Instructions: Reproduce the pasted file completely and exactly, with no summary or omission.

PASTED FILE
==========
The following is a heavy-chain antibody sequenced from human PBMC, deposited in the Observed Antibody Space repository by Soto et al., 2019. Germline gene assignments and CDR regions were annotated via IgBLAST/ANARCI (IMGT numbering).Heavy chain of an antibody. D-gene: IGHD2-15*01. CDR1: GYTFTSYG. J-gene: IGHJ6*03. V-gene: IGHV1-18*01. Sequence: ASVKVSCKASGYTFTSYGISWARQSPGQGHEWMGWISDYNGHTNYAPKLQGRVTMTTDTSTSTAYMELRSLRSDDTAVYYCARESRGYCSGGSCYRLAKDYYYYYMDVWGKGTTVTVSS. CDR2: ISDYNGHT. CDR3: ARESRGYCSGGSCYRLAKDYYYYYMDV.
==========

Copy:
The following is a heavy-chain antibody sequenced from human PBMC, deposited in the Observed Antibody Space repository by Soto et al., 2019. Germline gene assignments and CDR regions were annotated via IgBLAST/ANARCI (IMGT numbering).Heavy chain of an antibody. D-gene: IGHD2-15*01. CDR1: GYTFTSYG. J-gene: IGHJ6*03. V-gene: IGHV1-18*01. Sequence: ASVKVSCKASGYTFTSYGISWARQSPGQGHEWMGWISDYNGHTNYAPKLQGRVTMTTDTSTSTAYMELRSLRSDDTAVYYCARESRGYCSGGSCYRLAKDYYYYYMDVWGKGTTVTVSS. CDR2: ISDYNGHT. CDR3: ARESRGYCSGGSCYRLAKDYYYYYMDV.